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No, she's not the iconic little girl with the black dog tugging at her bathing suit bottom — that ad was created more than a decade before Foster was born. But one of Foster's first national appearances was at age 3 in a Coppertone commercial.
APIC/Hulton Archive/Getty Images
In the 1960s and early '70s, fresh-faced Foster was a go-to child actor for sitcom guest spots, including The Doris Day Show, Nanny and the Professor, Mayberry R.F.D. and The Courtship of Eddie's Father (pictured).
American Broadcasting Companies, Inc./Getty Images
One year after Tatum O'Neal became the youngest Oscar winner of all time for the 1973 big-screen version of Paper Moon, 11-year-old Foster assumed the same role for a short-lived TV series (with Christopher Connelly). Good thing the show didn't last, or else she may have missed out on her breakthrough movie the following year.
The same year she starred in the Disney flick Freaky Friday, Foster earned her first Oscar nomination for her gritty portrayal of Iris, a 12-year-old prostitute who draws the attention of high-strung cabbie Travis Bickle (Robert De Niro). He wants to save her from the streets; she's not sure she wants to be rescued. One thing's for certain, we won't be seeing Foster on The Doris Day Show again any time soon.
Sarah Tobias suffers a brutal rape in a bar one night — and is determined to seek justice. In her Oscar-winning role as Sarah, Foster gives a performance of fierce intensity, sparring with her lawyer (Kelly McGillis) and taking on a culture that all but declares she "asked for it."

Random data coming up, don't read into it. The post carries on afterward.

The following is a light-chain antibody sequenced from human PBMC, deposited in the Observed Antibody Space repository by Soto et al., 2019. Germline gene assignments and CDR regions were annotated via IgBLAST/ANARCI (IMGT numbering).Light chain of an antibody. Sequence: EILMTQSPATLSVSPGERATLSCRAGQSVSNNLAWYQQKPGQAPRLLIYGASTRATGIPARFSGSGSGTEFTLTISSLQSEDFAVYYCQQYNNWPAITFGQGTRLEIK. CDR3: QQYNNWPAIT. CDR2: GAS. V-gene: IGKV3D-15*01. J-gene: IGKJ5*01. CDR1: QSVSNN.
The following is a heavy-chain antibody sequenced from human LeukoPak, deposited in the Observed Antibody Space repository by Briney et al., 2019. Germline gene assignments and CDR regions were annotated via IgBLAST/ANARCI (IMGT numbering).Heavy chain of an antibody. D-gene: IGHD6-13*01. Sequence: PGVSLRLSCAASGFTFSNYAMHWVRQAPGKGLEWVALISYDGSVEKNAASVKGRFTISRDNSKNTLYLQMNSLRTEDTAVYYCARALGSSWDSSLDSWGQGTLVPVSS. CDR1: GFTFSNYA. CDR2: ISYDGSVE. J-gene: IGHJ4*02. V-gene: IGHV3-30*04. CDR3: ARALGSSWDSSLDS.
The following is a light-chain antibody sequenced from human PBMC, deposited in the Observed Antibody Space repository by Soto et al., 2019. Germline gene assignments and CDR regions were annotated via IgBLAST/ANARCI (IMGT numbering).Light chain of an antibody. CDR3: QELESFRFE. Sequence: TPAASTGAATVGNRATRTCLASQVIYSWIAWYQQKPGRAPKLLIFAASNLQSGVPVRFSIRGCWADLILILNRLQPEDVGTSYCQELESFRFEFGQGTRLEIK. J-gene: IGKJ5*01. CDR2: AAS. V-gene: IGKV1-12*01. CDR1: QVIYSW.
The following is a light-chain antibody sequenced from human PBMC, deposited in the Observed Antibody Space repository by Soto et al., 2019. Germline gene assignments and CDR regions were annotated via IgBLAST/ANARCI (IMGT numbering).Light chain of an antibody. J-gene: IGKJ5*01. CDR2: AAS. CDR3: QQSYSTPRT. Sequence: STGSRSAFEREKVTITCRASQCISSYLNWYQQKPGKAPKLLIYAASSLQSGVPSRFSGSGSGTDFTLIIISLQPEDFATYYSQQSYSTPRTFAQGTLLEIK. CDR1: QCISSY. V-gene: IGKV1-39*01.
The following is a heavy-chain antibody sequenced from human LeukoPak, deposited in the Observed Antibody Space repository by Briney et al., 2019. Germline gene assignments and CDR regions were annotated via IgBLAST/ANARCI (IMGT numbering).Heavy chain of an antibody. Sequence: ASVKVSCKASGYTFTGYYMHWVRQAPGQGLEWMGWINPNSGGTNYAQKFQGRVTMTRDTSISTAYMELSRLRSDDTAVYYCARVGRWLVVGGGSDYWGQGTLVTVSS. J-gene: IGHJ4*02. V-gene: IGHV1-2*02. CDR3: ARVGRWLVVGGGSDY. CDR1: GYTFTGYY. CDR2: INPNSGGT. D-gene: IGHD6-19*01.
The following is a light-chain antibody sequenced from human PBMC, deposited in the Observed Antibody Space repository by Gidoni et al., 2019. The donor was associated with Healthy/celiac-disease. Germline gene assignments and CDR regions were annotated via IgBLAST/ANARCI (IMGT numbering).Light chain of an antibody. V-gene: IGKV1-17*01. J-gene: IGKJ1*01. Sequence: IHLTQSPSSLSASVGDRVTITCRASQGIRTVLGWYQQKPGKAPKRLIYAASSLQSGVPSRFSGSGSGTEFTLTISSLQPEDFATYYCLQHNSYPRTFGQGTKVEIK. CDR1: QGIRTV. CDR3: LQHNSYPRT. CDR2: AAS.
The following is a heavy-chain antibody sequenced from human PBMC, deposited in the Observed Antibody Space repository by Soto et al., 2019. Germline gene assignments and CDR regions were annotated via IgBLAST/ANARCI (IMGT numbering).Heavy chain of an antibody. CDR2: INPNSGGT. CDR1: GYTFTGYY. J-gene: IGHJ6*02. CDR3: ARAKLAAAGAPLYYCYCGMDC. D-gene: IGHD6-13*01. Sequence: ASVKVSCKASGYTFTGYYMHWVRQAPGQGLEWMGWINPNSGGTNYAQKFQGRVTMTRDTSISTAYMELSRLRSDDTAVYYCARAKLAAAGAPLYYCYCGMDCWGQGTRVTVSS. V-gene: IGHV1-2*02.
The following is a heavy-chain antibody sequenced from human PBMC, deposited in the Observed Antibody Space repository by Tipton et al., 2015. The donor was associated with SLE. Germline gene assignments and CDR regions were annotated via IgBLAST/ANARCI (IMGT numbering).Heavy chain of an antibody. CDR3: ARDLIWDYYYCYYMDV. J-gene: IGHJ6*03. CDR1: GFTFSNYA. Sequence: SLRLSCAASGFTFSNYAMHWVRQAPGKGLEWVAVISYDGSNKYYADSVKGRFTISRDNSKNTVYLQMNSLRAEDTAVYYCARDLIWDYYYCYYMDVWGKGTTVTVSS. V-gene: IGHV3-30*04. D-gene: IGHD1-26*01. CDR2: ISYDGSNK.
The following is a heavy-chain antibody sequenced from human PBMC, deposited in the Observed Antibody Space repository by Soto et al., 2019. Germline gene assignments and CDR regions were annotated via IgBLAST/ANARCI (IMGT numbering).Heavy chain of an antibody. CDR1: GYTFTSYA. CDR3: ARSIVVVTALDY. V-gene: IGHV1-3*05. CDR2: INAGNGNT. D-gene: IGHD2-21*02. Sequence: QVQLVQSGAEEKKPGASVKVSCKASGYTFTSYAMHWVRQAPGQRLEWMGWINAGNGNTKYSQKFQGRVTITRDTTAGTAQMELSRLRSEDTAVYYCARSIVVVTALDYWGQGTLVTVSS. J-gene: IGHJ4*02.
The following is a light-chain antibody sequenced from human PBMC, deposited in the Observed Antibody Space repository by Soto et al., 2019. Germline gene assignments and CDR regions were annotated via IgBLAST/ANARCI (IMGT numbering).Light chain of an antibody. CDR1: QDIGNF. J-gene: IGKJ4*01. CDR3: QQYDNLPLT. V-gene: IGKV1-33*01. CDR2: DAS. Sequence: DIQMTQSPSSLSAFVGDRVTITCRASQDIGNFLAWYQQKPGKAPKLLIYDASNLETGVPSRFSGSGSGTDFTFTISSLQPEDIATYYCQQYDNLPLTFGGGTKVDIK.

Paramount/Courtesy Everett Collection
She's the young FBI agent trying to crack a kidnapping case; he's the psychopathic cannibal who also happens to be the only one who can help her. Foster earned her second Oscar for, if nothing else, holding her own opposite Anthony Hopkins in one of cinema's definitive portrayals of pure evil.
Orion/Courtesy Everett Collection
Foster's fourth Oscar nomination came for her portrayal of a young backwoods woman who has never encountered modern civilization. Brought to town by a doctor (Liam Neeson), she is at once awed and terrified. Should she be "rescued" from her backwards existence? And what does it mean to be civilized, anyway? Foster's Nell can barely speak English, yet she answers those questions and more in an unforgettably articulate performance.
20th Century-Fox Film Corp./Courtesy Everett Collection
Foster is fine as Eleanor, a plucky scientist who stumbles upon the plans for an interstellar transport machine, but tucked toward the end of Contact is one of the most tearfully evocative scenes of her career: Eleanor's breathless, nearly speechless reaction to the sight of an alien galaxy up close. At that moment, Foster somehow captures the childlike sense of wonder that lies at the heart of all great scientific quests.
Foster has made other flat-out thrillers (Flightplan, Catchfire), but this one — about a mom and daughter holed up in a concrete-lined safe room while killer crooks lurk outside — ratchets up the claustrophobia quotient to an unbearable level. Even though the setting is cramped, Foster's heroine triumphs through boundless resourcefulness.
Columbia Pictures/Ronald Grant/Everett Collection
With her old friend Mel Gibson — they costarred in Maverick back when Mel was everybody's buddy — Foster made this heartfelt story of a man in serious danger of losing himself to depression. She costars and directs, and every frame lives as a testament to her undying loyalty and love for a fallen star who, she can only hope, will somehow right himself.
One of the hottest tickets at this year's Comic-Con scifi/fantasy convention in San Diego was a panel discussion of Foster's next film, Elysium. She plays a future U.S. government official whose main job is to keep ordinary lower-class earthlings from sneaking aboard an orbiting, luxurious space station where all the rich people have gone to live. It's the ultimate haves-and-have-nots scenario, just the kind of meaty stuff Foster's been biting off for 40 years. And just think, she may be barely halfway through her career.
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